Amnesty International and Human Rights Watch said Ebrahim Raisi's election as Iran's new president was a blow for human rights and called for him to be investigated over his role in what Washington and rights groups have called the extrajudicial executions of thousands of political prisoners in 1988.
Iran has never acknowledged the mass executions and Raisi has never publicly addressed allegations about his role. Some clerics have said the trials were fair, praising the "eliminating" of armed opposition in the early years of the 1979 Islamic revolution.
"That Ebrahim Raisi has risen to the presidency instead of being investigated for the crimes against humanity of murder, enforced disappearance and torture, is a grim reminder that impunity reigns supreme in Iran," London-based Amnesty Secretary General Agnès Callamard said in a statement.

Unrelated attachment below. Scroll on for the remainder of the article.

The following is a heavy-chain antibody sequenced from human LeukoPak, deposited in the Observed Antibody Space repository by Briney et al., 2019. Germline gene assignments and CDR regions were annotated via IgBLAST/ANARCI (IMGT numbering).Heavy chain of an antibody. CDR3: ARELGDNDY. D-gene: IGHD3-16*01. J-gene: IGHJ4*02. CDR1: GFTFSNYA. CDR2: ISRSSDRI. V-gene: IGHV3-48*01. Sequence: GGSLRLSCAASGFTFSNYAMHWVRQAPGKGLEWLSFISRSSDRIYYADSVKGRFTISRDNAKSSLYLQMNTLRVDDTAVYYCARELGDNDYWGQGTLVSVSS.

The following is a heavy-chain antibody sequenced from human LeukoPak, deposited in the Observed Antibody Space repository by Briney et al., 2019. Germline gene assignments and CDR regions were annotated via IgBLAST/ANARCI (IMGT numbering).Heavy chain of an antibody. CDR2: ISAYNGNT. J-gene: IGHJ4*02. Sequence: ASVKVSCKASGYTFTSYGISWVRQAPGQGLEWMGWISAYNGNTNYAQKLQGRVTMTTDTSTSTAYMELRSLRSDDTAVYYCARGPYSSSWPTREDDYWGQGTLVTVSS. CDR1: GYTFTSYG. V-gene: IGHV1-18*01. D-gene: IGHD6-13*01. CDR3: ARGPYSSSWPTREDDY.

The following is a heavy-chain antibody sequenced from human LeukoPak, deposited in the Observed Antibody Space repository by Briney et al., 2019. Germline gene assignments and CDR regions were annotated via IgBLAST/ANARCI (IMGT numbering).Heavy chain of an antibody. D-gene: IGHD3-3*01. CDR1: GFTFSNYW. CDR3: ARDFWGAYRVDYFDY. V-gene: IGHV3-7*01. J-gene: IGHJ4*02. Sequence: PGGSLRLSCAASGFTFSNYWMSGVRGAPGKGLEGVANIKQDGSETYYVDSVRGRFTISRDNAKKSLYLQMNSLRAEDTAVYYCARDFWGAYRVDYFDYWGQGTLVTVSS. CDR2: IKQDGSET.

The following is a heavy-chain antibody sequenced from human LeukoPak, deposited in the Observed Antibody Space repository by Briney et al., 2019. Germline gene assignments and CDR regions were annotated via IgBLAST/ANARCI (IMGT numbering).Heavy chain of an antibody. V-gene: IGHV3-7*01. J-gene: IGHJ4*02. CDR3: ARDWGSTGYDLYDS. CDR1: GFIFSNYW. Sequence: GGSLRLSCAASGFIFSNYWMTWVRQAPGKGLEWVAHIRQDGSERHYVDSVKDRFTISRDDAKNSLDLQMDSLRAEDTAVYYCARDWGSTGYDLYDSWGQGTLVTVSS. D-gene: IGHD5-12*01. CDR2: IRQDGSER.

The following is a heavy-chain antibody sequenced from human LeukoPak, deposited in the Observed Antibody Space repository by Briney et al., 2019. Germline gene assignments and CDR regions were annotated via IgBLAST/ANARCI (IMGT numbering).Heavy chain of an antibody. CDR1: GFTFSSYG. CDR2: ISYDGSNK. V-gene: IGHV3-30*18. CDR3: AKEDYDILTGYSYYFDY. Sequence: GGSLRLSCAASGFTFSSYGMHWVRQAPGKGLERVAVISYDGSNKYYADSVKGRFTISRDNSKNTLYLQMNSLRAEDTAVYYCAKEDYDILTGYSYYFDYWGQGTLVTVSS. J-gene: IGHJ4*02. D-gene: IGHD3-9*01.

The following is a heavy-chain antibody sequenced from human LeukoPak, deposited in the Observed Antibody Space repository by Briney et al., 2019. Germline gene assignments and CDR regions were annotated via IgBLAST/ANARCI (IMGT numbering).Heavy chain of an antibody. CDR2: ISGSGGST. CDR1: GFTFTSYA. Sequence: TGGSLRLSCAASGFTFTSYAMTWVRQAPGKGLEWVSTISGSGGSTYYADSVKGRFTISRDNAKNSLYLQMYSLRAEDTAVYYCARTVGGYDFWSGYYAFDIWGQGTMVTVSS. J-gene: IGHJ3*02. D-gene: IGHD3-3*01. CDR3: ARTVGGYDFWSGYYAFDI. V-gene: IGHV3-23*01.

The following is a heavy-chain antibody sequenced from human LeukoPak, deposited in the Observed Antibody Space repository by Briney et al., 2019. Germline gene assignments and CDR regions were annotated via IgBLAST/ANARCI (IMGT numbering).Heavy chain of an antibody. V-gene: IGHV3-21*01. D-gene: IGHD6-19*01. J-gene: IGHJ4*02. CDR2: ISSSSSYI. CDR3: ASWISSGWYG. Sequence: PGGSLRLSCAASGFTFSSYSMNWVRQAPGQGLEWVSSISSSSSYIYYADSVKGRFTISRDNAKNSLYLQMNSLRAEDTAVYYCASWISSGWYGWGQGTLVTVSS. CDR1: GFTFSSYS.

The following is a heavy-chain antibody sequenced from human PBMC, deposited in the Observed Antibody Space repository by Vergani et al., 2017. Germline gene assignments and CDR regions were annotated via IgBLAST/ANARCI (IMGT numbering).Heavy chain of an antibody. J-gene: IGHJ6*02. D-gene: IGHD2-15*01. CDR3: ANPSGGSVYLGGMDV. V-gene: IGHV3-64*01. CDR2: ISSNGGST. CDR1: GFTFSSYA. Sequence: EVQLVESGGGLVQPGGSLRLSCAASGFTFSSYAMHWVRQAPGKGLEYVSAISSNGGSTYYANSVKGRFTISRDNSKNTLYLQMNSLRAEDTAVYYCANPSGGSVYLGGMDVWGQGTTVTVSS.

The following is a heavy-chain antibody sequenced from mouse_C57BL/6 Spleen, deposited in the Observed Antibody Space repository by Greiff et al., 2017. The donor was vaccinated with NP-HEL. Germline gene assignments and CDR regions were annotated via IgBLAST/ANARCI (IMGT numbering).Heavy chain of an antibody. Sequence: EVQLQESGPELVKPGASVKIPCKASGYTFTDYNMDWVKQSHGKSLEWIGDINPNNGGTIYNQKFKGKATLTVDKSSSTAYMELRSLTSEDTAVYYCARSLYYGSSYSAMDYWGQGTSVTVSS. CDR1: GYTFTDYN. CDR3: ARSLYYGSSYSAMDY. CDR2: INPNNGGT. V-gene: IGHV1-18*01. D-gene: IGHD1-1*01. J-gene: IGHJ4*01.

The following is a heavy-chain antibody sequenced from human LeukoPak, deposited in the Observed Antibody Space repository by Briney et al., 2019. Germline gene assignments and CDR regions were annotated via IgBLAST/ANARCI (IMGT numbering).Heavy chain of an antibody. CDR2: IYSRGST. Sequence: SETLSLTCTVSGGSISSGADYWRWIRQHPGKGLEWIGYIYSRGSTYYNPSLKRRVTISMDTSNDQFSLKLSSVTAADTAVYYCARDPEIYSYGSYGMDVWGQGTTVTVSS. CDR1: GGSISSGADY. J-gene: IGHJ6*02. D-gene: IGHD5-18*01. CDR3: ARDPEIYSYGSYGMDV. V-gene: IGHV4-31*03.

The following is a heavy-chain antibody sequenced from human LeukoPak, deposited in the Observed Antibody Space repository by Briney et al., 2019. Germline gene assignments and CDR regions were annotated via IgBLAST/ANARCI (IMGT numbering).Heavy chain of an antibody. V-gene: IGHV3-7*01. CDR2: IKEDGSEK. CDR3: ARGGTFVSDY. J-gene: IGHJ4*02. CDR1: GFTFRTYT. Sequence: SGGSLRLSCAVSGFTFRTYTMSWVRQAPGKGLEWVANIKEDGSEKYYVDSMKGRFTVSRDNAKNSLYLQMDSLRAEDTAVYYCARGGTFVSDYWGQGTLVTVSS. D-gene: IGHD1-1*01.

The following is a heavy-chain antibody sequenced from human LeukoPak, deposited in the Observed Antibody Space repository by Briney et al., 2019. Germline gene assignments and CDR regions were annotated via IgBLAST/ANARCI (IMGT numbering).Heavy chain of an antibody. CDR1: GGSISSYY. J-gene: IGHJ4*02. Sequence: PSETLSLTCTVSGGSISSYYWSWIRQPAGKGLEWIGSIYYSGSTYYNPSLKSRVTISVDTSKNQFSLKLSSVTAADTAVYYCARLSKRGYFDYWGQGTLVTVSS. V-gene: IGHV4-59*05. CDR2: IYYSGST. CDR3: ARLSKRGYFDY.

"We continue to call for Ebrahim Raisi to be investigated for his involvement in past and ongoing crimes under international law, including by states that exercise universal jurisdiction."
New York-based Human Rights Watch (HRW) echoed this.
"Iranian authorities paved the way for Ebrahim Raisi to become president through repression and an unfair election," Michael Page, deputy Middle East director at HRW, said in a statement.
"As head of Iran's repressive judiciary, Raisi oversaw some of the most heinous crimes in Iran's recent history, which deserve investigation and accountability rather than election to high office."